To be sure, the President caught much flak over that remark, and to additional surprise I defended the remark. I considered ISIS, also known as Daesh, to be a JV team. I since explained my logic:

If ISIS is not JV, then who is? Here are the facts about ISIS:

  • No firm control over defined geography
  • No significant industrial base
  • Dependent on external clients for financial support
  • Fluid or weak bureaucracy
  • Ill-defined legal structure
  • Weak technological and intellectual resources

Nothing much changed since then, with a significant exception. With its captured territory Daesh acquired a considerable financial resource. It was able to broker captured petroleum resources for cash and arms. To be sure, Daesh in Syria and Iraq still did not have the industrial base required to sustain protracted conflict, and it was geographically cut off from any such base. Weapons still flowed in, but the supply lines were not secure. When the United States military rejoined the fight at the request of Iraq, a key tactic became to maintain a strangle hold on Daesh-controlled territory and starve them out. With the United States and Iraq in firm control of regional airspace, this approach began to have an effect.

In the meantime Daesh flexed its fundamental strength—its ideology. Still intellectually connected with the outside world, Daesh struck at the heart of its nemesis, Western civilization. Their minions attacked soft targets, especially in the United States and Europe, killing hundreds of noncombatants. It was terrorism in its purest form. It was and still is Daesh’s key chip in its conflict with the modern world. And it’s soon to be their only chip. Daesh, the Islamic State, is about to become a state without territory:

In Syria, American-backed militias have surrounded Raqqa, the group’s capital, and breached its historic walls. Across the border, Iraqi forces have seized the remains of the Mosul mosque where Mr. Baghdadi appeared and besieged the remaining jihadists in a shrinking number of city blocks.

That’s the good news, but I omitted the headline, which reads:

ISIS, Despite Heavy Losses, Still Inspires Global Attacks

Yeah, those guys are not through, but some comparisons are helpful.

Nazi Germany hung to the end upon a nail driven into a wall, and that nail was Adolf Hitler. Never was power so pyramidal than under his rule. He stood at the very top, controlling an increasingly reluctant second tier of command, and on down to the very last farm boy who was executed by the Gestapo in the final days because he refused to volunteer with some repair work. When Hitler shot himself within the sound of Soviet guns, the fabric began to unravel, and total capitulation was complete eight days later.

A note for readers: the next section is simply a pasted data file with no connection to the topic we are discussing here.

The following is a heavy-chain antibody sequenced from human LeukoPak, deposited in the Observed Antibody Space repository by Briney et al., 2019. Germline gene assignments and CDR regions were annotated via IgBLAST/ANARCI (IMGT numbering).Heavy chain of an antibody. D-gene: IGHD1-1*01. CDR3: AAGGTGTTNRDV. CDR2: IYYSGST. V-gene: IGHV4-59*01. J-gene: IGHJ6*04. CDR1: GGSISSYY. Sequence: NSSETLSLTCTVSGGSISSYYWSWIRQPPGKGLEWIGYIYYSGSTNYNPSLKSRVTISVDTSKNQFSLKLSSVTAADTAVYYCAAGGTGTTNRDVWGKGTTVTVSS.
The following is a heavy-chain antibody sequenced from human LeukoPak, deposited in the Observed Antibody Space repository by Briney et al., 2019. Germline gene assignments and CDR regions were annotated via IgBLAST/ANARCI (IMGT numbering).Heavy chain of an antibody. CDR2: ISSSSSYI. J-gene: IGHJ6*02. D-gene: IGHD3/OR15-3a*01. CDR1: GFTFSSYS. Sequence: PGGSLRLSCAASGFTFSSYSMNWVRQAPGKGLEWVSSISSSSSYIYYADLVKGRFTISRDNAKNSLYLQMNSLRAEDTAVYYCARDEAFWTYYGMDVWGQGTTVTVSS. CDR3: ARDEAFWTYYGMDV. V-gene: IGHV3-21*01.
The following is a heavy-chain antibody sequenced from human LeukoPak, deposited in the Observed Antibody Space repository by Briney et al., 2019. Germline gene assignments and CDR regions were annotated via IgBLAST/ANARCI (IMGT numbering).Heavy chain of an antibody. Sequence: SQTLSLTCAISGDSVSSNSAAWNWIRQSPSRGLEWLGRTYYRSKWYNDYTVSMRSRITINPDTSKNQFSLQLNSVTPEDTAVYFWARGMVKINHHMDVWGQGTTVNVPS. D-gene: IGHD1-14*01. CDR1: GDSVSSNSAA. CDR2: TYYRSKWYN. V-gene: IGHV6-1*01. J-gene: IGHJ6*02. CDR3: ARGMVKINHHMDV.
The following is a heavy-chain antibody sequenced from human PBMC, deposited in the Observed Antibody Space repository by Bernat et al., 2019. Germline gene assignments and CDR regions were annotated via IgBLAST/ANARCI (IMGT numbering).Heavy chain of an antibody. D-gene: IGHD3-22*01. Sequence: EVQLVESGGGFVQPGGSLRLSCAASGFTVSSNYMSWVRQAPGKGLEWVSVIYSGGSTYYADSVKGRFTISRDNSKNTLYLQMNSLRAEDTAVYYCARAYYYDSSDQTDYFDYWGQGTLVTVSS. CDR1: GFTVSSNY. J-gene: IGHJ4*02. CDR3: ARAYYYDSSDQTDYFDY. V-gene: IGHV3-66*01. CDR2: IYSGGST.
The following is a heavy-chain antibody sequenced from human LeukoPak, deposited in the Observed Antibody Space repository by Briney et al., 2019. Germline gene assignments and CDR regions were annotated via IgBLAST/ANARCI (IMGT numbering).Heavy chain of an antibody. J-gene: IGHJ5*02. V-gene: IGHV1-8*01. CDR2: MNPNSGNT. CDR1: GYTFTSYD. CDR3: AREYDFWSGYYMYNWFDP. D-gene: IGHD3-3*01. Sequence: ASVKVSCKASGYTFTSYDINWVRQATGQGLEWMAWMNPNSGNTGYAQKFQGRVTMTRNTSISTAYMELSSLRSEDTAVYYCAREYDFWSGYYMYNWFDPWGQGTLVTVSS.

The death of Joseph Stalin in 1953 started the Soviet Union on the road to decline as pragmatism gradually replaced idealism. The Soviet Union was disbanded nearly 30 years ago, although communistic fervor is still ripe in the Russian Federation.

The death of Francisco Franco in 1975 brought an end to Spanish fascism after nearly 40 years of oppression.

Following the capture of Abimael Guzmán the Shining Path movement has declined to insignificance.

The death of Mao helped usher in the rise of a capitalistic PRC but not the end of communist oppression.

The Irish Republican Army (IRA) eventually made peace with the British government after decades of carrying out attacks of mass murder.

On a much smaller stage idealistic terror groups such as the Symbionese Liberation Army lacked any base of support and folded after a single, disastrous, confrontation with armed police.

It’s worth noting that a cadre of Nazi die-hards, known as the Werewolves, hung on past the capitulation of May 1945, and they did do some killing. Nazi ideology persists, not only in the modern German state, but also in this country, and extreme elements do dabble in terror. Timothy McVeigh was not strictly a Nazi, but his right-wing ideology skirted Nazism. The less destructive, in magnitude only, Dylan Roof is a prime example of the damage lingering Nazism can wreak.

We can look forward to decades of hearing from Daesh (calling themselves ISIS) in much the form inflicted by the IRA in years past. The difference is it’s not going to be like the skinheads marching with their swastikas and throwing stiff-arm salutes, and it’s not even going to be Daesh patriots gathering in encampments and darkened houses as the IRA might do. Such activities are much too vulnerable to modern police capabilities. A saying dating back to the Russian Revolution goes, “When three people sit around a table to make revolution, two of them are fools, and the other is a police spy.”